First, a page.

I clipped on his leash, asked him where he’d been – he was conspicuously clean and fresh smelling – and turned towards home, desperate for a drink of water. Murdoch started walking in the opposite direction. I tugged the leash and he took two steps in my direction and then veered to the left to check out a smell in the grass. All mushy feelings I’d had about the dog were gone. I was tired of being jerked around on the end of the leash and was so disappointed he wasn’t even remotely tired.

I tugged again and he reluctantly walked behind me but kept throwing glances back over his shoulder. I think he wanted to go swimming and then chase sticks, which had become our routine lately, but I was tired of being in the sun and I just wanted to go home. He dragged his feet behind me, already plotting his next big excursion, realizing that returning to me means going home, which just isn’t any fun at all.


  1. I wonder, do you find yourself calling "Murdoch!! Murrrrrrrdoch!!!!" "Here Murds!" in your sleep? :) That dog sure loves to roam, doesn't he? Good thing you live in a place where that's possible - even if it does mean a bit of stress and searching from time to time!

  2. Yes, Murdoch is a piece of work. He's really not THAT bad, but those are the pros and cons of living where we do: he gets to run off leash when we walk the trail, but sometimes he finds something really great to chase and then I become invisible. Usually he is only gone for ten minutes, not three hours, thank goodness.

  3. I love your blogs! You describe all the feelings we silly humans have when our dogs disappear. Usually they just return, as Murdoch did.

    Once my Pharoah Hound shot off after deer on our local heathland and I spent hours roaming round in the hope of finding him. Then suddenly there he was, half a mile away and looking exhausted. With Pharoahs, that's not a problem. I just whistled and his head immediately turned in my direction. They have fabulous hearing and excellent eyesight. When he staggered up to me, I picked him up and carried him to our car - I couldn't do that now.

    I commented on Pharoahs' ears and eyes; what I didn't mention is their complete lack of commonsense!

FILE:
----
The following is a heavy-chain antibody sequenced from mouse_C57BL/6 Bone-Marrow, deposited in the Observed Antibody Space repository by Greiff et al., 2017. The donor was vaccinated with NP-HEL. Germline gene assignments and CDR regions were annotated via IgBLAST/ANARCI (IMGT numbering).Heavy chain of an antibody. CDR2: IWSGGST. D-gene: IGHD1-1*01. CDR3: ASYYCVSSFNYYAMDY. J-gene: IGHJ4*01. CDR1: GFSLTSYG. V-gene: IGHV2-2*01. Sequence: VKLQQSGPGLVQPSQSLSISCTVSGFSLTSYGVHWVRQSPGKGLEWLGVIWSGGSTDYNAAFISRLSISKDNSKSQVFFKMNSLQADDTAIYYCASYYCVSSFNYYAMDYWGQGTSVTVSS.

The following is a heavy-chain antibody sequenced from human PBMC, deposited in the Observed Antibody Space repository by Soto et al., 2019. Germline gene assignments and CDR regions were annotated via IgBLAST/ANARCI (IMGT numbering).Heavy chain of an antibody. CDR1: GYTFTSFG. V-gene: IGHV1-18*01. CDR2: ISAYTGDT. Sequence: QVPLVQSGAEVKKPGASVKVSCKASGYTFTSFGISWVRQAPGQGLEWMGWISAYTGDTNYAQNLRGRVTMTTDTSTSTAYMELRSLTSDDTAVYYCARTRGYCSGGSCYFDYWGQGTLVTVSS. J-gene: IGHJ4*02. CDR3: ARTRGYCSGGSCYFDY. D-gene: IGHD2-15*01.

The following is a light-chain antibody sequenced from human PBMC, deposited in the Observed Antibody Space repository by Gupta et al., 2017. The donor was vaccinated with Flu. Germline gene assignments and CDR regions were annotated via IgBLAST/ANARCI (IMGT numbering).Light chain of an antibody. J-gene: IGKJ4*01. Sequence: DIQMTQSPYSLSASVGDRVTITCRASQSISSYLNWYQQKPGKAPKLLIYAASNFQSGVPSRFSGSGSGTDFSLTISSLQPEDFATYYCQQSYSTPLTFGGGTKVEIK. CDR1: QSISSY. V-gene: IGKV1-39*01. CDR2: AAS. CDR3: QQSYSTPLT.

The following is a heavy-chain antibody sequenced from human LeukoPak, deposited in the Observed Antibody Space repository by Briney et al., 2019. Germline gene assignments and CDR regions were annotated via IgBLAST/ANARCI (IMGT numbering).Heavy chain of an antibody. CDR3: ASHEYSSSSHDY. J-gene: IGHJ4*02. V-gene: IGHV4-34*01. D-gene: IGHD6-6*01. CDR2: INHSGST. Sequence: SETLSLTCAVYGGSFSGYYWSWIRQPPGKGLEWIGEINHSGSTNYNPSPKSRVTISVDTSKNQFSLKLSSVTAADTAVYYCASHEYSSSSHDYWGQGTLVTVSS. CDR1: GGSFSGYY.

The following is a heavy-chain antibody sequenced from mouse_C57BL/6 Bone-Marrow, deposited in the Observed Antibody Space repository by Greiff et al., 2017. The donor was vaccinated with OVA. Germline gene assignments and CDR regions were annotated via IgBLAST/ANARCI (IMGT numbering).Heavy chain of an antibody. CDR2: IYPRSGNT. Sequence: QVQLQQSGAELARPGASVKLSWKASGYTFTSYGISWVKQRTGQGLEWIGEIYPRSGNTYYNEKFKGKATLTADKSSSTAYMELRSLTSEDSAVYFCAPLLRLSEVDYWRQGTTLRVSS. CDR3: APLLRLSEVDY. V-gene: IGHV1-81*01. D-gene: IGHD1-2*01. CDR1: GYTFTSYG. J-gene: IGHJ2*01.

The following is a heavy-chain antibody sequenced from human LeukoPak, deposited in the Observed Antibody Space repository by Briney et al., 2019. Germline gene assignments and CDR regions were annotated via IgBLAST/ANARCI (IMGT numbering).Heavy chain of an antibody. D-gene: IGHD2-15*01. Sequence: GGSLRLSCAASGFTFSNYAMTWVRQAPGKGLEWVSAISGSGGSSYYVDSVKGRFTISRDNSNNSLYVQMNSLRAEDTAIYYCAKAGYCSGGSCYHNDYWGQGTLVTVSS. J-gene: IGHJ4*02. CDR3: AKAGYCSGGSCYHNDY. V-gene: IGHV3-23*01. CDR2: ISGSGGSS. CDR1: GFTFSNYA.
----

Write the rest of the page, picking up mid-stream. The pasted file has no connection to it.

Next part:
4. Thank you Dunkered. Yes, we humans do seem to experience a turmoil of emotions over our dogs. I know I do daily.

    I wonder if these dogs of ours have any inkling of the stress they cause us when they take off like that. I doubt it, but it would be nice if they felt some sort of remorse. :)

    At least your dog was exhausted when he returned. I have a feeling Murdoch just hung out in the woods for a few hours that day sniffing things and not off galavanting through the trees like I imagined.

  5. Dogs thinking about the effects on us of their actions! What novel ideas you do have!!

  6. Let me see, does Lady concern herself with my feelings.... Survey says... NO! lol!

    You know, I recently looked at a real estate listing for a mini-farm on top of a mountain. I'm not in the market for a new home, but this one was brought to my attention, and it spoke to that part of me that would love to live out in the wilderness again. Then I stopped. I pictured it... "Laaaaddddddyyyy!!!" "Oh Laaaddddddy! Come!" Oh how they would all love to roam. If I lived out where they could run off leash, the ones I'd lose for 10 minutes or 3 hours would probably be Lucky and Katie. They're the ones that follow their noses. And that would drive Lady crazy, since her mission in life is to keep us all together and protected. Funny to think about. But yes, Murdoch came to mind as I imagined my peaceful mountaintop life with lots of land.